10 North Korean defectors may face forced return to regime

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10 North Korean defectors may face forced return to regime

A group of 10 North Korean defectors, including a 3-year-old child, are reportedly being detained in Liaoning Province, China, where they may be sent back to the North.

The South Korean consulate in Shenyang, Liaoning, revealed Sunday that it had received a report from another defector living in China who said that the group had been on their way to South Korea and were hiding near Shenyang when they was apprehended by Chinese police, along with their guide, at around 5 p.m. on Saturday.

This defector requested help so that the group would not be deported back to North Korea.
The defector added that the group included a person over 60 and members of his family from Hoeryong, North Hamgyong Province, located across the border from China’s Jilin Province, separated by the Tumen River.

The South Korean Ministry of Foreign Affairs said that it will reach out to Chinese authorities to confirm whether the report is true, and that if it is, it will request a humanitarian response rather than forced deportation back to North Korea.

Chinese authorities have said that thus far there has been no official report on the issue, but that it would look into the matter.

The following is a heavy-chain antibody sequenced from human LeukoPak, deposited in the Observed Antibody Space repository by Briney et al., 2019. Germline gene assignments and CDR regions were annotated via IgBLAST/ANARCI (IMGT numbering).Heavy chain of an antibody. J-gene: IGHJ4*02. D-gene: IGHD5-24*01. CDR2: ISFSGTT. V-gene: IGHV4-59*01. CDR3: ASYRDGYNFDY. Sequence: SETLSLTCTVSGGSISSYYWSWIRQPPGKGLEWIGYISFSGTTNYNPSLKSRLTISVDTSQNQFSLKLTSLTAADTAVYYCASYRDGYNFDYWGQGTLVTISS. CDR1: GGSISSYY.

Chinese authorities have recently cracked down more severely on North Korean defectors.

Human Rights Watch said that in September, based on reports by activists and family members, there were at least 41 detentions of North Koreans in China, including a teenager, a 10-year-old and a woman who was seven months pregnant.

At least nine defectors, according to the New York-based nongovernmental organization, were forcibly repatriated to North Korea. Defectors returned to North Korea can face severe punishment, including execution.

The South Korean government has emphasized the principle of non-refoulement, a cornerstone of asylum and refugee law banning the forceful return of refugees to countries where they might be persecuted.

China is party to the 1951 United Nations refugee convention, which includes the principle of non-refoulement, but has frequently deported North Korean defectors in the past.

Local activists pointed out that border security was strengthened ahead of China’s 19th party congress last month, and one local source said, “The troops’ patrol and inspection of the borders became thorough, narrowing room for defectors to move around.”

BY YEH YOUNG-JUNE, PARK YU-MI [kim.sarah@joongang.co.kr]

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